Tag Archives: parent

Ask Mabel: I am torn between an important work training and a request from my child, what do I do?

Dear Mabel, 

I am having a mom/work dilemma and I am so very torn. Tomorrow is my daughter’s last day of kindergarten. We recently moved out of the area to a new school district, but we were able to allow my daughter to finish the year at her old school. She is struggling because tomorrow will be her last day at her current school and she will have to say goodbye to all her friends. Normally it wouldn’t be a problem for me to be there with her for this, but tomorrow I am signed up for a special training. This free training workshop is something I have waited for years to take, it is usually very expensive. 

My daughter is normally a very happy, easy-going kid, but tonight she was a wreck. She was so emotional about her last day tomorrow. I told her that her grandparents will be picking her up from school and taking her out for a celebratory lunch and that I will be home as soon as I can. She just cried and cried and asked if there was some way I could be with her. She is so sad.

I am so torn! If it were anything else, I would move mountains to be there for her. But, this opportunity is truly rare, one I have inquired and waited for years. I am so sad about the timing of everything. What should I do? How do I handle this? 

Sincerely, Jenny from Alabama

Mabel: Thank you for reaching out. I am sorry that you feel torn between your daughter needing you and participating in training you’ve waited years for due to cost. I have a few questions:  1) What’s the most difficult thing about this?   2) Is this training offered every year or regularly?  3) Assuming it is offered every year or regularly, would you be able to put some money away each month to save for it? How much will you need to save per month?  4) Is the answer to question three do-able? 5) If it is not do-able within a year, can you spread it out? How long will you need to save monthly to attend the training? 

I am asking these questions about the training and money because training workshops and money are objects. They don’t have feelings. They don’t care if we move them around or tend to them later. I don’t know your daughter, so I don’t want to assume or say that she will be ok without you being there. But, I am 100% sure that training and money are ok with whatever you decide. 

I hold no judgment over your decision. This is my personal opinion. If I may, I would advocate for your daughter because she asked you to be there. I know her grandparents will be there to give her lots of love but she wants you. This is not her asking for a toy where you are saying “no.” This is her asking for emotional comfort during a very difficult time (in her six-year-old mind). She is young, so her mood may also change when tomorrow rolls around. I would say play it by ear and listen to your gut.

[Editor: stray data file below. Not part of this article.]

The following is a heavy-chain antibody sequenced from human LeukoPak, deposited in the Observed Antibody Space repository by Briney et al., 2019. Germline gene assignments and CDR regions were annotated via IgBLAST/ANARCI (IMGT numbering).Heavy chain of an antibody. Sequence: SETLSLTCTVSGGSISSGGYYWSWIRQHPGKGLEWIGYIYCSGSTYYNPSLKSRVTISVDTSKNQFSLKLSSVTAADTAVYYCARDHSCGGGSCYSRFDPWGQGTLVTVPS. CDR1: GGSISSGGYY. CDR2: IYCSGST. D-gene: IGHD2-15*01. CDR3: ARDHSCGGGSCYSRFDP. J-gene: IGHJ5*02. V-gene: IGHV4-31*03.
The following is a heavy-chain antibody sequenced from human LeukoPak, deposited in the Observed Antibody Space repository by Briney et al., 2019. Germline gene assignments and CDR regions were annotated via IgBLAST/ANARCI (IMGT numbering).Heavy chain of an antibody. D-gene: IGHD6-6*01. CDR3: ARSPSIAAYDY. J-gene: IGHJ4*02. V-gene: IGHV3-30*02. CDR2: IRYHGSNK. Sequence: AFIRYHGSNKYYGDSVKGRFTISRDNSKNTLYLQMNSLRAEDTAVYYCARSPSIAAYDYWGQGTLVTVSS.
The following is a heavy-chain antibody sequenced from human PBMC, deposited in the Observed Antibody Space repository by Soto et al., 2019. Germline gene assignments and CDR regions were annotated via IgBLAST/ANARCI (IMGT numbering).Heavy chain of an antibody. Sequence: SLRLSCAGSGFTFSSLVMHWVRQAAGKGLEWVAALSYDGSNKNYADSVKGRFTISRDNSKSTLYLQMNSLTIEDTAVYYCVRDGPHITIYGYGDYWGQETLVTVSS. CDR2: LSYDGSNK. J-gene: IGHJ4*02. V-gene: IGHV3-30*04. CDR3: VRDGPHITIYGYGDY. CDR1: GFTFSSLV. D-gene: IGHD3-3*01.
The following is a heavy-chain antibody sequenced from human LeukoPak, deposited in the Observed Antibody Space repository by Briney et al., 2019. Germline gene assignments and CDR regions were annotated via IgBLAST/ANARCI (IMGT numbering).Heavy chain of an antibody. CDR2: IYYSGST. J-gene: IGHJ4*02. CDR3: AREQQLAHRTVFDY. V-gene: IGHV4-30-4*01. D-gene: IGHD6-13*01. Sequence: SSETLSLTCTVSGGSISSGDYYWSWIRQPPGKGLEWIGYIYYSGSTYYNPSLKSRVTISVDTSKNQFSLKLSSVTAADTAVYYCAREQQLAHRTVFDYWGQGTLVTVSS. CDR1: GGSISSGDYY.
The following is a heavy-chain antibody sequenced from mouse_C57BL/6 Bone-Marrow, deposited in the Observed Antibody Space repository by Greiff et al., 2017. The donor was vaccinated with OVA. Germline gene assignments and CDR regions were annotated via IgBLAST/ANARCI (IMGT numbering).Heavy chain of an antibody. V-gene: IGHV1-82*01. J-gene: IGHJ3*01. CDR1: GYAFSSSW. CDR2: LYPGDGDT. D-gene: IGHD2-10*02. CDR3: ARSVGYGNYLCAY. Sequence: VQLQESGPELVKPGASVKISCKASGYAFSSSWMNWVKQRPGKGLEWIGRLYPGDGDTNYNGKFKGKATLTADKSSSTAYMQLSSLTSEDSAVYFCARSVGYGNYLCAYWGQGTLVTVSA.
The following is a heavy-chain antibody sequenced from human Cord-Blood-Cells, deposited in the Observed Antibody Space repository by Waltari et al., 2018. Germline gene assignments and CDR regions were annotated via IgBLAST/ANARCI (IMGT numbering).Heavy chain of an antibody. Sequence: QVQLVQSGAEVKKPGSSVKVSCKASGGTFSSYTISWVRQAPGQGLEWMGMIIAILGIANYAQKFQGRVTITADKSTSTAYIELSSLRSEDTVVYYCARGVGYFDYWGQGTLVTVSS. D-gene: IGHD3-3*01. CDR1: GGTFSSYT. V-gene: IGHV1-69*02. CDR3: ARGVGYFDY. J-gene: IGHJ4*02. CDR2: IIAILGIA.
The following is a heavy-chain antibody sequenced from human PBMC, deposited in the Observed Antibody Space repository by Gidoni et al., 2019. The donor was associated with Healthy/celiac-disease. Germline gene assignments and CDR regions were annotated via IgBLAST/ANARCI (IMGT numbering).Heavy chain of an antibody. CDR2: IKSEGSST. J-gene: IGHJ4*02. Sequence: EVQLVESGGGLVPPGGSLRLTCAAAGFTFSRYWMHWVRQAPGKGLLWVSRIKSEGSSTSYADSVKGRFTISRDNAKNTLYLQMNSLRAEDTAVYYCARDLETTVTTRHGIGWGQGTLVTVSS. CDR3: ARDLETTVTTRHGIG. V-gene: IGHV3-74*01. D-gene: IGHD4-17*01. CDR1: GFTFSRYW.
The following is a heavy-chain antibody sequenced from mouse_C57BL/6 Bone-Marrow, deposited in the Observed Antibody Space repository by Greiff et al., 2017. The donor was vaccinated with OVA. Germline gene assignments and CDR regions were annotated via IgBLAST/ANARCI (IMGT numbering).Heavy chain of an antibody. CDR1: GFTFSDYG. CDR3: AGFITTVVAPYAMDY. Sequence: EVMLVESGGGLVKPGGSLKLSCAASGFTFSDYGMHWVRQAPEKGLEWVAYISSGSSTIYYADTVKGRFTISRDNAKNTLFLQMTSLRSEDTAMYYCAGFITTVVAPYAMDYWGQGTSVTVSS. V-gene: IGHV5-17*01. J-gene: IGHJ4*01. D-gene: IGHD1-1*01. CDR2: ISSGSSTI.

The best time to be a stay-at-home parent isn’t what you think…

Being home with your children when they are babies is full of cuddles and cuteness. It can be a great experience for mom and child. But, if you are forced to choose a time in your child’s life to be home with them, or even to cut hours at work to be more available, it’s not when they are babies. 

I hear the shock and awe—and maybe even anger—at that statement but before you get all hot and bothered at the idea that I am recommending you skip the extra cuddles and kisses, hear me out. Yes, when our children are babies it is a beautiful, wonderful time in their lives and if you are able to be home with them that can be a wonderful gift. But, when it comes to your child’s needs, safety, and your mental sanity, the best time to be home with them is the middle and high school years. 

Middle and high school is a rough age. There is a lot going on with your child’s body, socially, and mentally. They need you more. They are becoming teenagers, daring kids. They are breaking boundaries, stepping outside of comfort zones, and defying your wishes. You are likely beginning to worry quite a bit about what they are up to. You are concerned about their health and their behaviors. The reason to stay home with your child in middle/high school is to protect them. 

Babies are adorable. They are cute. They are cuddly, and yes I encourage you to soak all that up. Cherish those moments. But, if you are a forced to choose a time to be home more, think about what might impact them more as adults, think about all the realities they are being faced with as teenagers and choose to be there for them. These are crucial years in your child’s life. They are likely feeling a lot of uncertainty and confusion. They are trying to fit in with their peers, be the “cool” kid, and they think they are smarter and more mature than they really are. It is a fantastic time to be on top of them. To teach them valuable life lessons. To make sure they are sticking to their word. And, to show them you support them, you love them, and you just want the very best for them. They may not engage with you fully, the way they did as a kid, but be present with them and catch them when they fall.

Let me be clear—if you don’t need to make the choice about when to be home, then great, and if you have no choice but to work, that is ok too. Don’t kick yourself if you can’t stay home, and if you don’t want to give up your career entirely you definitely do not need to be home full-time. There is nothing that says you have to be home with your child but regardless try to be present with them as much as possible.